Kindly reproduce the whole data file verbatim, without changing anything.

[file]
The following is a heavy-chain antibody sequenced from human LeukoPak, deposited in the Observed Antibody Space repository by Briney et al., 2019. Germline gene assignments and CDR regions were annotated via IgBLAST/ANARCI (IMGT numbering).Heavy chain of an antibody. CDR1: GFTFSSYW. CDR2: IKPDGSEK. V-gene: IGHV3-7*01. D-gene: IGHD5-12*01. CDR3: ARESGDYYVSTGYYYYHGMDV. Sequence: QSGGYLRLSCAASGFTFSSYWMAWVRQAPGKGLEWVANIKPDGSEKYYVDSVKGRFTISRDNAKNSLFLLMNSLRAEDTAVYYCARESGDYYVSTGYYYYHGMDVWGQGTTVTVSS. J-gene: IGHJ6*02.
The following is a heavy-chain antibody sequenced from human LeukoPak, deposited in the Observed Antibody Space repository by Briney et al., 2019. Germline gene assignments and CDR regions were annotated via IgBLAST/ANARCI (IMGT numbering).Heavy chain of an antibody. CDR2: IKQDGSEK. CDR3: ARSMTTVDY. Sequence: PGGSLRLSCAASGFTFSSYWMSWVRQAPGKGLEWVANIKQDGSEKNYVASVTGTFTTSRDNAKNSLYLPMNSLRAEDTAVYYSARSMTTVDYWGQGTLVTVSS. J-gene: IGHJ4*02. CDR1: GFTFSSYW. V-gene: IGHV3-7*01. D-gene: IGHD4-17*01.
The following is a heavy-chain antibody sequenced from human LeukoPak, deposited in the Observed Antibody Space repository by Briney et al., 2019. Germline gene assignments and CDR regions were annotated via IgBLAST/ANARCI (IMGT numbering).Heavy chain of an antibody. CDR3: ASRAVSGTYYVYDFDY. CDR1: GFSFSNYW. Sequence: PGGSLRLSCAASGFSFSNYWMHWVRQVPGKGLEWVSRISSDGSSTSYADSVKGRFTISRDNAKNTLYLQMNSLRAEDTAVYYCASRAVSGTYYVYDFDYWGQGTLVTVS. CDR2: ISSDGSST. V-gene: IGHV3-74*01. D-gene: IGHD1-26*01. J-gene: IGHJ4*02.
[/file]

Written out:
The following is a heavy-chain antibody sequenced from human LeukoPak, deposited in the Observed Antibody Space repository by Briney et al., 2019. Germline gene assignments and CDR regions were annotated via IgBLAST/ANARCI (IMGT numbering).Heavy chain of an antibody. CDR1: GFTFSSYW. CDR2: IKPDGSEK. V-gene: IGHV3-7*01. D-gene: IGHD5-12*01. CDR3: ARESGDYYVSTGYYYYHGMDV. Sequence: QSGGYLRLSCAASGFTFSSYWMAWVRQAPGKGLEWVANIKPDGSEKYYVDSVKGRFTISRDNAKNSLFLLMNSLRAEDTAVYYCARESGDYYVSTGYYYYHGMDVWGQGTTVTVSS. J-gene: IGHJ6*02.
The following is a heavy-chain antibody sequenced from human LeukoPak, deposited in the Observed Antibody Space repository by Briney et al., 2019. Germline gene assignments and CDR regions were annotated via IgBLAST/ANARCI (IMGT numbering).Heavy chain of an antibody. CDR2: IKQDGSEK. CDR3: ARSMTTVDY. Sequence: PGGSLRLSCAASGFTFSSYWMSWVRQAPGKGLEWVANIKQDGSEKNYVASVTGTFTTSRDNAKNSLYLPMNSLRAEDTAVYYSARSMTTVDYWGQGTLVTVSS. J-gene: IGHJ4*02. CDR1: GFTFSSYW. V-gene: IGHV3-7*01. D-gene: IGHD4-17*01.
The following is a heavy-chain antibody sequenced from human LeukoPak, deposited in the Observed Antibody Space repository by Briney et al., 2019. Germline gene assignments and CDR regions were annotated via IgBLAST/ANARCI (IMGT numbering).Heavy chain of an antibody. CDR3: ASRAVSGTYYVYDFDY. CDR1: GFSFSNYW. Sequence: PGGSLRLSCAASGFSFSNYWMHWVRQVPGKGLEWVSRISSDGSSTSYADSVKGRFTISRDNAKNTLYLQMNSLRAEDTAVYYCASRAVSGTYYVYDFDYWGQGTLVTVS. CDR2: ISSDGSST. V-gene: IGHV3-74*01. D-gene: IGHD1-26*01. J-gene: IGHJ4*02.